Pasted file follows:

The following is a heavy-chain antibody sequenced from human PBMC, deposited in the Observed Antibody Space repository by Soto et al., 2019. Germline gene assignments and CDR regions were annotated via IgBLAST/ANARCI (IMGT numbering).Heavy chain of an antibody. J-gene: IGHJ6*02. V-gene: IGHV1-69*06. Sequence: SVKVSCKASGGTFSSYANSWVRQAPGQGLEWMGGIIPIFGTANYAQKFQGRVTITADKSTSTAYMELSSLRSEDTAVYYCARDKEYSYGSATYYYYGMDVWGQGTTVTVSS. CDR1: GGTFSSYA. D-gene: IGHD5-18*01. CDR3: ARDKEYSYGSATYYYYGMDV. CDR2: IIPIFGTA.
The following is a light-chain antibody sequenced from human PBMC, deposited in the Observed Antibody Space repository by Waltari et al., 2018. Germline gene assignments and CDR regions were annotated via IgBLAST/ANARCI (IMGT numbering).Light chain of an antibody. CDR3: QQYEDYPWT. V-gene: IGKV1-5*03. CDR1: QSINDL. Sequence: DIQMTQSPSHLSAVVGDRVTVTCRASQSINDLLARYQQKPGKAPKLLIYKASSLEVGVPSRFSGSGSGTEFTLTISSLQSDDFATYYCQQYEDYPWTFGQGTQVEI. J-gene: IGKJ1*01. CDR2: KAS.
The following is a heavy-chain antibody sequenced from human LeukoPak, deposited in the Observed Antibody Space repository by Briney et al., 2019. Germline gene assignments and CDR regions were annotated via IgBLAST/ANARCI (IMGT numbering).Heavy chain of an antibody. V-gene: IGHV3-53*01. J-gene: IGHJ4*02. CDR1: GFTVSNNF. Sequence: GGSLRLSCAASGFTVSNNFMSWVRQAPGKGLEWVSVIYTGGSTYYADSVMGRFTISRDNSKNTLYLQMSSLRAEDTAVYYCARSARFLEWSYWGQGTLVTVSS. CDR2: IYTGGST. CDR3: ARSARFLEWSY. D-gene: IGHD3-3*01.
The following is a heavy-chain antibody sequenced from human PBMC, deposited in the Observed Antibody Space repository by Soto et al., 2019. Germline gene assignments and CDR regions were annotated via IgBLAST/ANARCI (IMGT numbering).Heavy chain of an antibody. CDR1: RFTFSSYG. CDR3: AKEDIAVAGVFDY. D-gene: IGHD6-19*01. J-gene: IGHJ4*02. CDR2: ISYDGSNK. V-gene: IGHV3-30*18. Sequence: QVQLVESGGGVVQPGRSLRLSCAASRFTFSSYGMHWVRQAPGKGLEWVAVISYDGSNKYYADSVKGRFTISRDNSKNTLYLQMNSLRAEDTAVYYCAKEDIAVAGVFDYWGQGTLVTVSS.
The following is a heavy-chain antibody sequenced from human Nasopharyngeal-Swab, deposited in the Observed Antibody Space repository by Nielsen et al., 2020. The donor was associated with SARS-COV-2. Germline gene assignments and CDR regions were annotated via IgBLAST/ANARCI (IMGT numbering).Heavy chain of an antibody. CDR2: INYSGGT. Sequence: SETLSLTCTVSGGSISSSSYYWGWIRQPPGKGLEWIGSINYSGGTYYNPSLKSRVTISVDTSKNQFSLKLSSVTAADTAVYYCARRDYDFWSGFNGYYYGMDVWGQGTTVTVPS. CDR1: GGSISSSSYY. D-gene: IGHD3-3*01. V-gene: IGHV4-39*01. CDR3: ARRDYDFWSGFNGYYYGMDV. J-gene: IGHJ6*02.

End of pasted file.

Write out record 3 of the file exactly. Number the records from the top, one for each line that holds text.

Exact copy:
The following is a heavy-chain antibody sequenced from human LeukoPak, deposited in the Observed Antibody Space repository by Briney et al., 2019. Germline gene assignments and CDR regions were annotated via IgBLAST/ANARCI (IMGT numbering).Heavy chain of an antibody. V-gene: IGHV3-53*01. J-gene: IGHJ4*02. CDR1: GFTVSNNF. Sequence: GGSLRLSCAASGFTVSNNFMSWVRQAPGKGLEWVSVIYTGGSTYYADSVMGRFTISRDNSKNTLYLQMSSLRAEDTAVYYCARSARFLEWSYWGQGTLVTVSS. CDR2: IYTGGST. CDR3: ARSARFLEWSY. D-gene: IGHD3-3*01.